In last week’s article, I started discussing some of the things you should consider if you are about to make the leap to this self-sufficiency type lifestyle. Remote living was the choice for Ranae and I. Part of remote living, and self-sufficiency in general, has a great deal to do with the actual land. Here are some things you should consider.
Land characteristics: My wife, Ranae, is a certified Master Gardener, so I had to rely on her skills for this one really. She looked at and tested the soil to learn what types of plants it would support, etc. She conducted all sorts of research about the area; its history and what was here in years gone by, to help her decide what type of garden and trees she would be planting here. I looked at things like run-off and potential flooding, etc. I’m the pessimist, remember.
Restrictions and covenants: We knew we wanted to raise various animals so buying land without restrictions was crucial to us. It’s amazing how things like chickens and pigs are restricted on so many properties. There is such a stigma associated with pigs that it is just comical, but if your property has restrictions, you will have to obey them. We don’t have any pigs yet, but we will soon. We have 27 chickens though. Anyone need some eggs? 😉 j/k
Mineral Rights: In my experience, it’s difficult to find properties with the mineral rights conveyed to the new owner. So we looked for land that already had oil and gas wells on adjacent properties. The bet is that if they already have a well drilled a short distance from our property, the oil and gas companies wouldn’t be as likely to drill on our little piece of land. Your mileage may vary, so just be aware of this very real concern.
Access to water: Drilling a water well can be a pricey endeavor. It’s not uncommon for wells to be as much as $20,000 or more, in some parts of the country. We were lucky in that the local water cooperative had a line not too far from us. We were able to tie into their line pretty easily. It still cost us a few thousand dollars to do so, but it was far less expensive than drilling a new water well. Not having a well violates my self-sufficiency rule, and we will drill one at some point but having access to the cooperative water is acceptable for us at the moment.
Proximity of neighbors and adjacent properties: This is a huge factor to consider. Many (how shall I say this?) less than desirable neighbors exist in rural parts of the country. You know the type, multiple broken down cars in their front yard; weeds as tall as I am; beer cans spread all around their yard and alongside the road leading up to their property. These people may be nice enough, but I prefer to live next to someone who keeps their yard neat and keeps their trash off the shared road. Sadly living next to these types of folks will bring your property value down at the least, and at worst, you may be living next door to a “drama festival” every weekend. I avoid such locations.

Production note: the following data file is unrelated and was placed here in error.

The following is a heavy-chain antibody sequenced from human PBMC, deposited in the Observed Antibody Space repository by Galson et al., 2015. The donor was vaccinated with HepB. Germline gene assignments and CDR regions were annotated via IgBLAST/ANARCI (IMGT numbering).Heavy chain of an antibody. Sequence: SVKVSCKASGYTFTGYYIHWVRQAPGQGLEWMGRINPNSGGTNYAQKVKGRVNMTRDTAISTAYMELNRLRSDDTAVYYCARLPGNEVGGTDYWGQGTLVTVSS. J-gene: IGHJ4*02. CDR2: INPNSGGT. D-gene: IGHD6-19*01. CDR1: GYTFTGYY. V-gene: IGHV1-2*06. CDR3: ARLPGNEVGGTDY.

Talk to neighbors: I highly suggest you visit with your potential neighbors before you buy your land. See if you can work it into the conversation to find out about their intentions over the next few years. If your neighbor is a retired farmer, you might be in for a surprise if he intends to subdivide his acreage into 2 acre home sites to pay for his retirement.
Security: Being the old soldier that I am, I always look for potential security issues. When we first bought our land, we had multiple break-ins and thefts. We haven’t had any since we moved here full time, but if you are not going to be on the property full time, or even if you are, you should consider what security issues you might have. In our case, we had to move a tool shed and remove some trees that were blocking a view to the path intruders liked to take. I have some rather cool technology items in place now too, but that’s probably overkill to be honest. Secure as heck, but probably not needed.
One thing you should do, is communicate with your local sheriff’s department. I call ours every time we are going to be out of town even for one night. They are happy to do a drive-by and the awesome deputies, here on our department, check on all my doors and windows, etc every night. It’s a free service called “close patrol” and I highly suggest you call the sheriff’s department to ask for it whenever you are going to be away.
While I’m on the topic of the sheriff’s department… given all that is taking place in America today, why not take a moment each night and pray for the law enforcement officers in your area? I figure it’s the least we can do given all they do for us every day. Just saying.
Vern Six is a freelance computer programmer and entrepreneur. He is a United States Army certified survival expert and former Christian missionary. Vern has been a hobby blogger for nearly five years and now has his “According to Vern” blog published in numerous newspapers around the world. You can learn more about Vern by visiting his website at http://AccordingToVern.com